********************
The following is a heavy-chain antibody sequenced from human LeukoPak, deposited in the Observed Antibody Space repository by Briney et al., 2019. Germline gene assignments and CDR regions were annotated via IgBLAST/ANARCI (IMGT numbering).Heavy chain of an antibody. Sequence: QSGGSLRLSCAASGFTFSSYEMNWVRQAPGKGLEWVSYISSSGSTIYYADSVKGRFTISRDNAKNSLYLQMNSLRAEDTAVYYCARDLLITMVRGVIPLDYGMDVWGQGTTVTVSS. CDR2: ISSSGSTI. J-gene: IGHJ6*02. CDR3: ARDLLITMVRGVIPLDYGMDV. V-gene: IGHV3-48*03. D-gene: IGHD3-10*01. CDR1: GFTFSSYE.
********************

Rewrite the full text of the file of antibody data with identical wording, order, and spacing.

The following is a heavy-chain antibody sequenced from human LeukoPak, deposited in the Observed Antibody Space repository by Briney et al., 2019. Germline gene assignments and CDR regions were annotated via IgBLAST/ANARCI (IMGT numbering).Heavy chain of an antibody. Sequence: QSGGSLRLSCAASGFTFSSYEMNWVRQAPGKGLEWVSYISSSGSTIYYADSVKGRFTISRDNAKNSLYLQMNSLRAEDTAVYYCARDLLITMVRGVIPLDYGMDVWGQGTTVTVSS. CDR2: ISSSGSTI. J-gene: IGHJ6*02. CDR3: ARDLLITMVRGVIPLDYGMDV. V-gene: IGHV3-48*03. D-gene: IGHD3-10*01. CDR1: GFTFSSYE.